Goal-scoring ability and robust weak-foot
As much as Turnbull has fantastic creative abilities, Celtic really purchased him off the back of a fantastic goalscoring season for Motherwell, reaching double-digits from attacking midfield in the league as a teenager. He occupies an adjusted role at Celtic, but he has still demonstrated his finishing boots; long-range belters and late-runs into the area, he’s garnered both.
Scatter plot of Scottish Premiership central/attacking midfielders xG per 90 compared with shots per 90.
Turnbull is once again a strong performer in the data, with a high number of shots per 90 resulting in a high xG per 90. He does outperform his xG somewhat, scoring at a rate of 0.31 per 90 with an xG of 0.26 per 90, which is indicative of his clean and cultured finishing ability. 63% of his strikes at goal are from outside the penalty area, which is creeping into a percentage that becomes concerning where you are conceding more goalscoring opportunities than you are potentially taking.
From what must be more than 30 yards out from the goal, Turnbull decides to take a shot at the goal, ignoring the several passing options available to him that could progress the play further
Again, from a slightly more favourable shooting position this time, Turnbull ignores the four or five defenders who could block and clear his effort on goal.
On the other hand, his mixture of long-range shots and passing in the final third makes Turnbull an unpredictable force in an attacking sense, which has its benefits and drawbacks. Adding to this, he possesses a robust weak foot that he ought to utilise more often than he currently does. His left foot has shown to strike the ball with enough accuracy and power to score additional goals.
We saw this again versus the Netherlands, where he executed a neat one-two pass between himself and teammate, getting into space, before letting fly with a finessed effort towards the top-left with his left boot. It is rare for a footballer to look as adept with his weak foot as his stronger side, and although Turnbull is not quite at that level, he would do well to utilise this skill more often.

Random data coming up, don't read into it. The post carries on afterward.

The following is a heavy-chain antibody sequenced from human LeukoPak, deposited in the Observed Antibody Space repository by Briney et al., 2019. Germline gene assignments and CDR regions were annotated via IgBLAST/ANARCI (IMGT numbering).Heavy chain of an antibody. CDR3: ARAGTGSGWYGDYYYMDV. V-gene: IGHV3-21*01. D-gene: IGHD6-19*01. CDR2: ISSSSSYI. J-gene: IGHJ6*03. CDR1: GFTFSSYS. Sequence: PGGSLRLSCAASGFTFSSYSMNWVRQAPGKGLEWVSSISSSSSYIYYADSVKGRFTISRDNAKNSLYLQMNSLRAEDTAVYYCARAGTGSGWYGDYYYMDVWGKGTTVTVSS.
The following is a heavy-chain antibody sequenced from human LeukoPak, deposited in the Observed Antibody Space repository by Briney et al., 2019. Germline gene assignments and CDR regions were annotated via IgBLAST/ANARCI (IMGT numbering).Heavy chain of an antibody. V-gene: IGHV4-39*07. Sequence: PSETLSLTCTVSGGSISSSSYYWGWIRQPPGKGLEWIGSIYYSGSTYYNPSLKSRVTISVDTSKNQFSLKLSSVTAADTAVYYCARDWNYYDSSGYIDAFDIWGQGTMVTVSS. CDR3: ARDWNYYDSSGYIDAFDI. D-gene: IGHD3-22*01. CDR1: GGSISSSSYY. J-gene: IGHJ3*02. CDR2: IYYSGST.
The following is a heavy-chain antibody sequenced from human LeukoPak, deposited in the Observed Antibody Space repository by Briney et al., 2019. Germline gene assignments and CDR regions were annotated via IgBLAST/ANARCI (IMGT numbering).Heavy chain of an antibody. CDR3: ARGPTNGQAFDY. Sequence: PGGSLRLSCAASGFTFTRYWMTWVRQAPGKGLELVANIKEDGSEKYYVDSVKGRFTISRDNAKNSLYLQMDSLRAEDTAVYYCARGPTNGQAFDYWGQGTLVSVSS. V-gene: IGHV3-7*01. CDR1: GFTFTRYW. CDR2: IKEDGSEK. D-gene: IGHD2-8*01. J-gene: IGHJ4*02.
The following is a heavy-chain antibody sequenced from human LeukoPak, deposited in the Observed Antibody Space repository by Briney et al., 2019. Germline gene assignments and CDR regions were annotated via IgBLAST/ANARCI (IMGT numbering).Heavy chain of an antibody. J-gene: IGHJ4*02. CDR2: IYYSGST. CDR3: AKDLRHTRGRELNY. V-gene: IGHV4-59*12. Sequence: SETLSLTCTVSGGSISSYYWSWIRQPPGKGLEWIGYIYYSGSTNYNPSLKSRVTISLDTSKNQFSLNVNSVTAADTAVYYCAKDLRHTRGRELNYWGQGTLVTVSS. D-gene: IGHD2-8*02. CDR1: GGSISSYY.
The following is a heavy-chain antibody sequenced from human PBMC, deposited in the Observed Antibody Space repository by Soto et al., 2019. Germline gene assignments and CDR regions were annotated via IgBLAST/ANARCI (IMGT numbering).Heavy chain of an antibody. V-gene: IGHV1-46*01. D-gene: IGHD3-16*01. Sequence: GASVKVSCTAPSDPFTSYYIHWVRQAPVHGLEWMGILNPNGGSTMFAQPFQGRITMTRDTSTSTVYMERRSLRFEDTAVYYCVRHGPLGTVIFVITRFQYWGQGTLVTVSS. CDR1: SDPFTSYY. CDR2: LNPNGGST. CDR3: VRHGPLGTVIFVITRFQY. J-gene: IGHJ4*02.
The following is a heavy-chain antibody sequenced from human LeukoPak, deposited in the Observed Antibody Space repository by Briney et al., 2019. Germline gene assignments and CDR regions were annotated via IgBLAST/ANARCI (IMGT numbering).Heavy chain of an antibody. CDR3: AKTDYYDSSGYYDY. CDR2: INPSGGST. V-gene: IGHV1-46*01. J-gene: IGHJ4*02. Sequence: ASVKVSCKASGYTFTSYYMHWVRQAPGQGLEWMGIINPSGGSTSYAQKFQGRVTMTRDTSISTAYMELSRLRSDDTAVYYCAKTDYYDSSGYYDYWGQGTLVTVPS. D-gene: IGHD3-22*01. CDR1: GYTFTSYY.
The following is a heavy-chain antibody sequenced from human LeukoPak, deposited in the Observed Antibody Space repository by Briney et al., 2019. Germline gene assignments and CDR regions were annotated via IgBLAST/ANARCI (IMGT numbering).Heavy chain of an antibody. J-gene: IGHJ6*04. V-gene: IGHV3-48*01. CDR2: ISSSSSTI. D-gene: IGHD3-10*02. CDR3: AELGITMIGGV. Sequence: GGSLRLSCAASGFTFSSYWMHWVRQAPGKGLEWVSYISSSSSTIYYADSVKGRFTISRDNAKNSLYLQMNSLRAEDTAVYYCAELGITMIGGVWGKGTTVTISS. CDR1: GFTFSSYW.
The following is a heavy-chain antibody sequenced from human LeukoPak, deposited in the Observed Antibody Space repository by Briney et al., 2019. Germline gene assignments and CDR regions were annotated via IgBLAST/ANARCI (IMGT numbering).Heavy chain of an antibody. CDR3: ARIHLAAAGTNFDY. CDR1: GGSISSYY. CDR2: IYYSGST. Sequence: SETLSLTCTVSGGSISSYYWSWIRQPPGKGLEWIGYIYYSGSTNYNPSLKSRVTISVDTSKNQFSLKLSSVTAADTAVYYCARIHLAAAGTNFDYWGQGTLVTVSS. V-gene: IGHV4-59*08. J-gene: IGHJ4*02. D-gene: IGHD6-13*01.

Here, Turnbull displays his good ball-striking technique from his left foot, arching his upper body over the ball to keep the shot down whilst driving through his laces to generate sufficient power.
His clever movement has also earned him a few goals as well. As mentioned, he is a player who prefers to hang back in attacking scenarios, collecting the ball into his feet so he has his teammates in front of him so he can track their movements. This benefits Turnbull in a goalscoring sense too since he can ghost into the penalty area and take shots a plenty from high-value goalscoring positions.
Turnbull smartly delays his run, but when he begins his run, he does so at full steam to catch the defence off-guard.
He then has an easy tap-in to finish off the move.
Generally, Turnbull is an attacking midfielder who can score at a decent rate. At the moment, he does take too many shots from outside the area that can frustrate onlooking fans. Sometimes, in these moments he should look to recycle possession, retain the ball, and wait for an opening, rather than rush an opportunity like he currently does. Other than that, he has a good ball-striking technique which will put him in good stead when earning a move into Europe’s top five leagues.